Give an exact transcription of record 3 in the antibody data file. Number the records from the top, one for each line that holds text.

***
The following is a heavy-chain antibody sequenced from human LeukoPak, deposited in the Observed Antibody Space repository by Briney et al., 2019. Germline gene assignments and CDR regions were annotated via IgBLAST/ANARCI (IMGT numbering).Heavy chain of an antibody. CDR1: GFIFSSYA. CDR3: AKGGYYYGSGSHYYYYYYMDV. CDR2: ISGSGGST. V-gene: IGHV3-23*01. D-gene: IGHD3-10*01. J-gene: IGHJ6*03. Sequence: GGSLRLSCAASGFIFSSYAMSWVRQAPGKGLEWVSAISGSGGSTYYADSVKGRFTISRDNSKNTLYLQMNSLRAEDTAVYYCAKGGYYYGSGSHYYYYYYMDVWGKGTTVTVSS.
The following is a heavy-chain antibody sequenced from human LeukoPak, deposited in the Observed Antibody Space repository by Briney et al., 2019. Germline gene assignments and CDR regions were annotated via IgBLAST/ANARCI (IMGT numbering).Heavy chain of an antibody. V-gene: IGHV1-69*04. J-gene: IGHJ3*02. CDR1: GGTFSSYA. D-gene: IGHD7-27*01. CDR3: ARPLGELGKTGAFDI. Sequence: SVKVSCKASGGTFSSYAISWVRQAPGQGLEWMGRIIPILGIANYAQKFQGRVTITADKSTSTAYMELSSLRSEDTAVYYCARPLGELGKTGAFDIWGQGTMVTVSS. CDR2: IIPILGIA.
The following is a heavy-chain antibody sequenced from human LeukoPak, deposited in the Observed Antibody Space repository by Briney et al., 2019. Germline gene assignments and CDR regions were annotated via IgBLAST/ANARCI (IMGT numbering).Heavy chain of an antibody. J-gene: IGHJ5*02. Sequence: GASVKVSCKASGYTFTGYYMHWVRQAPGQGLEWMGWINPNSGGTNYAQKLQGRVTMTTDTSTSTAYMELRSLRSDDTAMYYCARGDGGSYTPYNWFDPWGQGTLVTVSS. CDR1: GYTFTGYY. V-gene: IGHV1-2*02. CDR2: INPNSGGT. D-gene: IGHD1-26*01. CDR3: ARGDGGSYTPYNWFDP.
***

The following is a heavy-chain antibody sequenced from human LeukoPak, deposited in the Observed Antibody Space repository by Briney et al., 2019. Germline gene assignments and CDR regions were annotated via IgBLAST/ANARCI (IMGT numbering).Heavy chain of an antibody. J-gene: IGHJ5*02. Sequence: GASVKVSCKASGYTFTGYYMHWVRQAPGQGLEWMGWINPNSGGTNYAQKLQGRVTMTTDTSTSTAYMELRSLRSDDTAMYYCARGDGGSYTPYNWFDPWGQGTLVTVSS. CDR1: GYTFTGYY. V-gene: IGHV1-2*02. CDR2: INPNSGGT. D-gene: IGHD1-26*01. CDR3: ARGDGGSYTPYNWFDP.